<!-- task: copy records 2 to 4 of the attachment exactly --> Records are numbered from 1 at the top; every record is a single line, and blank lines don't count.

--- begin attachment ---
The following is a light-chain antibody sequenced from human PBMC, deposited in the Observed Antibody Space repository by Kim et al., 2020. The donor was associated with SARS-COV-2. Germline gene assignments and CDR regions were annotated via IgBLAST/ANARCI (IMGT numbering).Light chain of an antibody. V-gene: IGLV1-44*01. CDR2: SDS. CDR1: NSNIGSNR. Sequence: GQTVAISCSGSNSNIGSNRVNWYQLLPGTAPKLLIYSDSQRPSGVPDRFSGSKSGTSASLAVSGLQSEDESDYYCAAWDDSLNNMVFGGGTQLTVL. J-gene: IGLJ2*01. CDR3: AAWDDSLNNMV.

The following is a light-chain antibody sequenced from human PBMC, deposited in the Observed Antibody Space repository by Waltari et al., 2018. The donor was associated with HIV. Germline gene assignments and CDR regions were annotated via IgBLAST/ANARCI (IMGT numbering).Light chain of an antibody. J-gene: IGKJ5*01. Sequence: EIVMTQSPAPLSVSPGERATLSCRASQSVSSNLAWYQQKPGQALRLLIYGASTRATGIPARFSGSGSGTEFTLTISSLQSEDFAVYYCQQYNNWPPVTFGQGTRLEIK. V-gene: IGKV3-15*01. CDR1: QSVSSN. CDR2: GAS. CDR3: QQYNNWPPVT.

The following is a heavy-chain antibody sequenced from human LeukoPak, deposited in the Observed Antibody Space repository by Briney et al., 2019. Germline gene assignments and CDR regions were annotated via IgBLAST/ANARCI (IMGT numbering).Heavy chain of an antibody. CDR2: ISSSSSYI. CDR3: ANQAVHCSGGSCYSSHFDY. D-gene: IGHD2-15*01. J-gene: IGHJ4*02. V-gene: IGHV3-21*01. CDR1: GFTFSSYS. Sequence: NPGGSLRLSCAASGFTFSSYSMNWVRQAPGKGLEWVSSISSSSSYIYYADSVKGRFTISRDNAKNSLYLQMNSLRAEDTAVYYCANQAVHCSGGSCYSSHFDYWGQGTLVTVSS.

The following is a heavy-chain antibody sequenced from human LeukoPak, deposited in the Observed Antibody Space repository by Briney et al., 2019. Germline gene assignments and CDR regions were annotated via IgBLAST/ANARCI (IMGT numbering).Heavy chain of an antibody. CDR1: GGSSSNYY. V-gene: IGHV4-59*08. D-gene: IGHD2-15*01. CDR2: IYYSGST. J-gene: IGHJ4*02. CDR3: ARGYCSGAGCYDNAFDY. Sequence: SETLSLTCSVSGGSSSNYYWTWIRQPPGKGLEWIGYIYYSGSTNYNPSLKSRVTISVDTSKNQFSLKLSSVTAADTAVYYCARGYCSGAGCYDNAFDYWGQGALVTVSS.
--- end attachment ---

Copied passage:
The following is a light-chain antibody sequenced from human PBMC, deposited in the Observed Antibody Space repository by Waltari et al., 2018. The donor was associated with HIV. Germline gene assignments and CDR regions were annotated via IgBLAST/ANARCI (IMGT numbering).Light chain of an antibody. J-gene: IGKJ5*01. Sequence: EIVMTQSPAPLSVSPGERATLSCRASQSVSSNLAWYQQKPGQALRLLIYGASTRATGIPARFSGSGSGTEFTLTISSLQSEDFAVYYCQQYNNWPPVTFGQGTRLEIK. V-gene: IGKV3-15*01. CDR1: QSVSSN. CDR2: GAS. CDR3: QQYNNWPPVT.

The following is a heavy-chain antibody sequenced from human LeukoPak, deposited in the Observed Antibody Space repository by Briney et al., 2019. Germline gene assignments and CDR regions were annotated via IgBLAST/ANARCI (IMGT numbering).Heavy chain of an antibody. CDR2: ISSSSSYI. CDR3: ANQAVHCSGGSCYSSHFDY. D-gene: IGHD2-15*01. J-gene: IGHJ4*02. V-gene: IGHV3-21*01. CDR1: GFTFSSYS. Sequence: NPGGSLRLSCAASGFTFSSYSMNWVRQAPGKGLEWVSSISSSSSYIYYADSVKGRFTISRDNAKNSLYLQMNSLRAEDTAVYYCANQAVHCSGGSCYSSHFDYWGQGTLVTVSS.

The following is a heavy-chain antibody sequenced from human LeukoPak, deposited in the Observed Antibody Space repository by Briney et al., 2019. Germline gene assignments and CDR regions were annotated via IgBLAST/ANARCI (IMGT numbering).Heavy chain of an antibody. CDR1: GGSSSNYY. V-gene: IGHV4-59*08. D-gene: IGHD2-15*01. CDR2: IYYSGST. J-gene: IGHJ4*02. CDR3: ARGYCSGAGCYDNAFDY. Sequence: SETLSLTCSVSGGSSSNYYWTWIRQPPGKGLEWIGYIYYSGSTNYNPSLKSRVTISVDTSKNQFSLKLSSVTAADTAVYYCARGYCSGAGCYDNAFDYWGQGALVTVSS.